imagesPNPZ0XHK Most of us write because we love creating stories. Even if we’re not likely to earn a living from projects we’ve poured our blood sweat and tears into.  While there are countless authors who have achieved financial success from their writing many of us have accepted the fact that we can’t quit our day jobs – at least not right away.

Like many others, I write because I like to share. You hear a good song or see a good movie, you tell your friends about it. You have dinner at an amazing restaurant, you tell people about it. Your husband rocks your world with some new techniques, and you’re on your phone with your girlfriend the next day. (If it’s really good, you might even pick up your phone and post it on Facebook as soon as he falls asleep). So when we get an amazing story in our heads, we want to share it as well.

My goal as a writer is for people to enjoy my stories. I’ll be honest, though. If one of my stories ends up becoming a huge blockbuster hit, that’d be pretty awesome too.  I could take my mom on a cruise, provide socks for homeless people and open a relaxing coffee cabin on a lake where my author friends and I can get away for a writing retreat. But bottom line, I write because I love it.

Imagine though, if our writing was like a regular nine to five job in an office. The kind where you get up, sit in traffic and clock in. There would be obvious differences, of course. Like the pay: You wouldn’t get a shift differential. The amount of money you earn would not increase if you were sitting at your computer after midnight instead of between the hours of nine and five. And while we’re on the subject – no extra pay if you spend some time on your laptop after the kids open presents on Christmas day. Writing about a risqué or controversial subject? Nope. No hazardous duty pay.  Did you write 2,000 words more than your targeted word count goal? Great! Think you’re getting a bonus for that? Dream on. imaooges (1)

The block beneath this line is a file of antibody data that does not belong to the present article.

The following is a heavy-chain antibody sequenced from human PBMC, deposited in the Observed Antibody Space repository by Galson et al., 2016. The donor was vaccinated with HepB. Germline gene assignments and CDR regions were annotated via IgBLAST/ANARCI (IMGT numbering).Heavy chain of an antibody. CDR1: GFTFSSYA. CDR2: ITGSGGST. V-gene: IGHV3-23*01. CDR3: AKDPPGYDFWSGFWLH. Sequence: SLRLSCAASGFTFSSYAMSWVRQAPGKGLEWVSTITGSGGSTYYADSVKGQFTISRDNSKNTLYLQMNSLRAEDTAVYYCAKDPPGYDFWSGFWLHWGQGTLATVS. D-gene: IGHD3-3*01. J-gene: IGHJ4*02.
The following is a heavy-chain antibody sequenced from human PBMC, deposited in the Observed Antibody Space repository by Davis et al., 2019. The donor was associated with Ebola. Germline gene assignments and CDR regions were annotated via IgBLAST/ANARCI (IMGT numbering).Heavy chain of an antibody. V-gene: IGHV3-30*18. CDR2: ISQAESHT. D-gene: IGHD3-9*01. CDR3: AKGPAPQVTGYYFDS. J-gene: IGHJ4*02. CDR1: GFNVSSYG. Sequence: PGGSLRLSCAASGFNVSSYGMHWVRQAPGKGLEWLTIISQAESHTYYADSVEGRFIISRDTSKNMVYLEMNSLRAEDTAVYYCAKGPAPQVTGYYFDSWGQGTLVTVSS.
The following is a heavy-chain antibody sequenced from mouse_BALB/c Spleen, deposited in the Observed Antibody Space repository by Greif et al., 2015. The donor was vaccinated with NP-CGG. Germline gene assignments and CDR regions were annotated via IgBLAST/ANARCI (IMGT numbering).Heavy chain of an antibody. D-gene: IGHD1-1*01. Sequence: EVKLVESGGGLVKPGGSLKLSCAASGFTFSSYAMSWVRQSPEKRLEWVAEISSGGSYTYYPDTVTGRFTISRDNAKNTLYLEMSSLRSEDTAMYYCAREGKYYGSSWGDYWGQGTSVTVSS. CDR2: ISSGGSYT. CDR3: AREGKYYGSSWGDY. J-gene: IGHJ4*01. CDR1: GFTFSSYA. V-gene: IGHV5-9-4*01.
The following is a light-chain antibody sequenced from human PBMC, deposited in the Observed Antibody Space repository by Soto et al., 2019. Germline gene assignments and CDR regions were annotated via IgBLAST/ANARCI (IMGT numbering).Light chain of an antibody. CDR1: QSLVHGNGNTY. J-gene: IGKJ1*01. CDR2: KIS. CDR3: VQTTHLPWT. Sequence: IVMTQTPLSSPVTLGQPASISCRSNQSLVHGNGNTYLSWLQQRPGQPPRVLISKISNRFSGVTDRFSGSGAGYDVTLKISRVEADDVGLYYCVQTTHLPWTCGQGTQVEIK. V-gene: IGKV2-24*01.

I should point out that there are also similarities between working as a writer and working in a traditional nine to five job. There will be unsatisfied customers. I’m sure I don’t need to elaborate on that particular point.

Office Coffee BreakroomYou can take a break from work at your traditional job, stand around the water cooler or the break room and share the photos from your daughter’s wedding. As a writer, you have your story open on your computer and another tab open on which you’re logged on to Facebook, posting photos of your daughter’s wedding. In a traditional job, if you run into a problem, you can contact your IT guy/girl or call the helpdesk. In the writing world, we have something even better: Let me explain. In my story, my female character is getting dressed for a date and trying to decide what type of underwear to wear (if any). I posted a question on Scribophile and in almost no time, I had several people telling me their experiences with thongs, which ones are more comfortable, etc., complete with links to photos.

Finally, there are times when an employer begins using an updated software program, or implements new procedures for performing tasks. In the writing world we sometimes get new words, new uses for old words or acceptable ways to use words which previously weren’t.


Like leaked as the past tense of leak, sneaked was the original past tense and past participle for sneak, which means “to move in a stealthy or furtive manner.” Used as early as the late 1800s, snuck has become the standard variant past tense and past participle of the verb sneak. Though some grammarians, particularly in Britain, still prefer sneaked, snuck has achieved widespread acceptance and usage in edited writing, including fiction and journalism.

The article explains that colloquial usage slowly standardizes rendering the word shrunk for example as the preferred past tense of the verb shrink overtaking the original, shrank.

Alright, back to work.


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